Hypothermia Whole Body Cooling

Should complications arise during a delivery, Children’s National Medical Center serves as the regional referral center for whole-body cooling when newborns experience a hypoxic-ischemic (HI) injury. Within hours of your baby’s birth, Children’s neonatal team is with you and your baby to provide in-depth care and attention.

Innovative Care for Our Smallest Patients 

Whole body hypothermia provides cerebral (brain) protection for newborns affected by hypoxic ischemic encephalopathy (HIE). This complication occurs when there is a reduced level of oxygen (hypoxia) or blood flow (ischemia) to the baby's brain or body.
Children’s whole-body cooling places newborns on a water-filled cooling mattress to reduce body temperature to 92F for 3 days, which is long enough to interrupt brain injury. After the 3 days, your baby recovers to a normal body temperature in our neonatal intensive care unit (NICU) with continuous EEG (electroencephalogram) neuromonitoring.
Children’s cooling program follows the National Institute of Health’s Neonatal Network protocol, which demonstrates a reduction in death or serious disability for infants who develop serious neonatal encephalopathy within 6 hours of birth.

Our Multidisciplinary Team 

Under the direction of Billie L. Short, MD, Division Chief, Neonatology, and Taeun Chang, MD, Division of Neurology, Children's National offers whole-body cooling and continuous neurological EEG (electroencephalogram) monitoring during hypothermia and rewarming. The program team is a collaboration between the divisions of Neonatology, Neurology, and Radiology, with contributions from early child development specialists. 

Frequently Asked Questions

Why does my child need cerebral protection?

Your baby has a serious illness called neonatal encephalopathy. This means that his/her brain has become critically ill, which results in loss of normal movement, reduced response to normal stimulation, and perhaps even loss of consciousness and the ability to breathe. With routine neonatal intensive care, a mechanical ventilator can support your baby's respirations and perhaps ensure his/her survival. Cerebral protection through the use of therapeutic hypothermia is needed to help prevent and/or reduce neurological damage.

What is therapeutic hypothermia?

Two recent medical studies demonstrated fewer deaths or neurological disabilities occurring in encephalopathic children whose brains were cooled to about 92 F (normal body temperature is 98.6 F). Children's offers this therapeutic hypothermia, or whole-body cooling, where neonates are placed on a water-filled cooling mattress to reduce body temperature to 92 F for 3 days (72 hours). This time period is long enough to interrupt injury. After the three days, the baby recovers to its normal body temperature and is observed in the NICU. This cooling program meets the National Institute of Health’s Neonatal Network protocol, which demonstrates a reduction in death or serious disability from about two-thirds to about one-half of infants who develop serious neonatal encephalopathy within 6 hours of birth.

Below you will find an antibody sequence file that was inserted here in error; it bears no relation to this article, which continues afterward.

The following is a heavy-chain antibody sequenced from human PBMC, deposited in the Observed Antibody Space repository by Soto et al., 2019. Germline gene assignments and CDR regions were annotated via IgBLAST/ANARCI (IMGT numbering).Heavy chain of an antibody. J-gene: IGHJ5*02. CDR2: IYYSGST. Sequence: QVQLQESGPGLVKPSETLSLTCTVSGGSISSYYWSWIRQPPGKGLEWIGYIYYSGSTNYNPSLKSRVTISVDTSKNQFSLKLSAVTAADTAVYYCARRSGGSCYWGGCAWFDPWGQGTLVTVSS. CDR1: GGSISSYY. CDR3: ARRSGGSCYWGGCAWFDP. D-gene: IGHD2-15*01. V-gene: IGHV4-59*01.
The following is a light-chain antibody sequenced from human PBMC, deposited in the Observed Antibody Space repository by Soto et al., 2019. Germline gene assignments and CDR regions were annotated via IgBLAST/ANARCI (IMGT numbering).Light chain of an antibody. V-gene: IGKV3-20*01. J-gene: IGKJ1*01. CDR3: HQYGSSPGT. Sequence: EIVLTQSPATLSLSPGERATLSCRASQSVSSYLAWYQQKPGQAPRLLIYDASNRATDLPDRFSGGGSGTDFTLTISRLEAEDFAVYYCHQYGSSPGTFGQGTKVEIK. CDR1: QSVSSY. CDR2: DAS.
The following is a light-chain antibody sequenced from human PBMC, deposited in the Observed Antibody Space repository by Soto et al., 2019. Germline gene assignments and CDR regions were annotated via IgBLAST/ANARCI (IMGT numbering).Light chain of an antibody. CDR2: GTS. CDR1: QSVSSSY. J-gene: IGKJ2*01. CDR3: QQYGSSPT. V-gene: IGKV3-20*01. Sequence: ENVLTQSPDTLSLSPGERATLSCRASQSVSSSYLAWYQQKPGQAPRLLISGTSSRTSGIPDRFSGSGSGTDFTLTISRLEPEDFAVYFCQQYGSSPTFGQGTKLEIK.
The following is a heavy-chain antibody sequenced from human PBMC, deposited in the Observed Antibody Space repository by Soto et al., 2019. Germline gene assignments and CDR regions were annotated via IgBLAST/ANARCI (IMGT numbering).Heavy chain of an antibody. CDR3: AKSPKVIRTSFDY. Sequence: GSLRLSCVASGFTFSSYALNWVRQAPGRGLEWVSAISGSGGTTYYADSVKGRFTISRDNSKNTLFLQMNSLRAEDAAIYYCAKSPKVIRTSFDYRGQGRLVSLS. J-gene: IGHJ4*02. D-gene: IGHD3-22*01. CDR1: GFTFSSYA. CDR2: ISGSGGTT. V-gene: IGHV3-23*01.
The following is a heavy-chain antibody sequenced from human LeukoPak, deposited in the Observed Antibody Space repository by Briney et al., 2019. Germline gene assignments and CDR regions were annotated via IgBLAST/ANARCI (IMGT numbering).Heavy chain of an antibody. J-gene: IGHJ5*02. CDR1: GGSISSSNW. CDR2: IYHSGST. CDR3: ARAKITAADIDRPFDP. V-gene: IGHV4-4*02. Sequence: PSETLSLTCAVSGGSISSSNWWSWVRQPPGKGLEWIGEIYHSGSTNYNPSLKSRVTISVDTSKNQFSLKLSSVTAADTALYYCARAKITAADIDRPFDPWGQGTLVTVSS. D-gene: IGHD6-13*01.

What happens after the therapeutic hypothermia process is finished?

Children's program provides continuous monitoring of electrical brain activity (EEG) during the entire cooling process to help assess your baby's need for medication (particularly seizure medications) and assess the brain’s health during recovery. After recovery and discharge from the hospital, Children's offers developmental follow-up evaluations by our pediatric/neonatal neurologist and developmental psychologist, who is closely attuned to each baby's needs and eventually school performance.

How is Children's equipped for this process?

Children's Neonatal Protection Team is led by Billie Short, MD, division chief, Neonatology, and Taeun Chang, MD, Neonatal Neurology. The rest of the team includes neonatologists, neonatal and neurointensive neurologists, pediatric neurosurgeons and pediatric neuroradiologists, who are all specialized in this procedure.

How can I learn more about this program?

Your baby's doctor will describe our cooling program to you in more detail and answer any questions about this new therapy, its potential benefit and possible risks or unknowns. Children's Neonatal Protection team is available to answer any of your questions at 202-476-5040.

Download this information in English or Spanish.

For Physicians

Our team has created a set of referral guidelines to help referring physicians determine if a patient is a candidate for Children's Therapeutic Whole-Body Hypothermia Program.

Children's Team

Children's Team


Billie Lou Short

Division Chief, Neonatology

Billie Short, MD, is the chief of the Division of Neonatology and the chief of the Neonatal Intensive Care Unit (NICU). Dr. Short also is the Executive Director of the Extracorporeal Membrane Oxygenation Program (ECMO).

Children's Locations that Perform this Procedure

Children's Locations that Perform this Procedure

Treatment Service Locations

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Main Hospital

111 Michigan Avenue, NW
Washington, District of Columbia 20010

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